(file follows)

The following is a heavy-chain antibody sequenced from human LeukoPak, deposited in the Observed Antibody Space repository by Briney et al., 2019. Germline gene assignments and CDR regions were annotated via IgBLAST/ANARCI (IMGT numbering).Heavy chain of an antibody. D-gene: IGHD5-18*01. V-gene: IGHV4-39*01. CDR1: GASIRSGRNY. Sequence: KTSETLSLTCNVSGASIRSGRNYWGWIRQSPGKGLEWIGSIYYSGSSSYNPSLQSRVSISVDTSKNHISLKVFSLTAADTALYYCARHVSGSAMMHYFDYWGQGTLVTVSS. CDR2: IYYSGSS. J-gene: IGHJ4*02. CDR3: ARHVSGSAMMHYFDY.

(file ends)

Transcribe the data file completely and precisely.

The following is a heavy-chain antibody sequenced from human LeukoPak, deposited in the Observed Antibody Space repository by Briney et al., 2019. Germline gene assignments and CDR regions were annotated via IgBLAST/ANARCI (IMGT numbering).Heavy chain of an antibody. D-gene: IGHD5-18*01. V-gene: IGHV4-39*01. CDR1: GASIRSGRNY. Sequence: KTSETLSLTCNVSGASIRSGRNYWGWIRQSPGKGLEWIGSIYYSGSSSYNPSLQSRVSISVDTSKNHISLKVFSLTAADTALYYCARHVSGSAMMHYFDYWGQGTLVTVSS. CDR2: IYYSGSS. J-gene: IGHJ4*02. CDR3: ARHVSGSAMMHYFDY.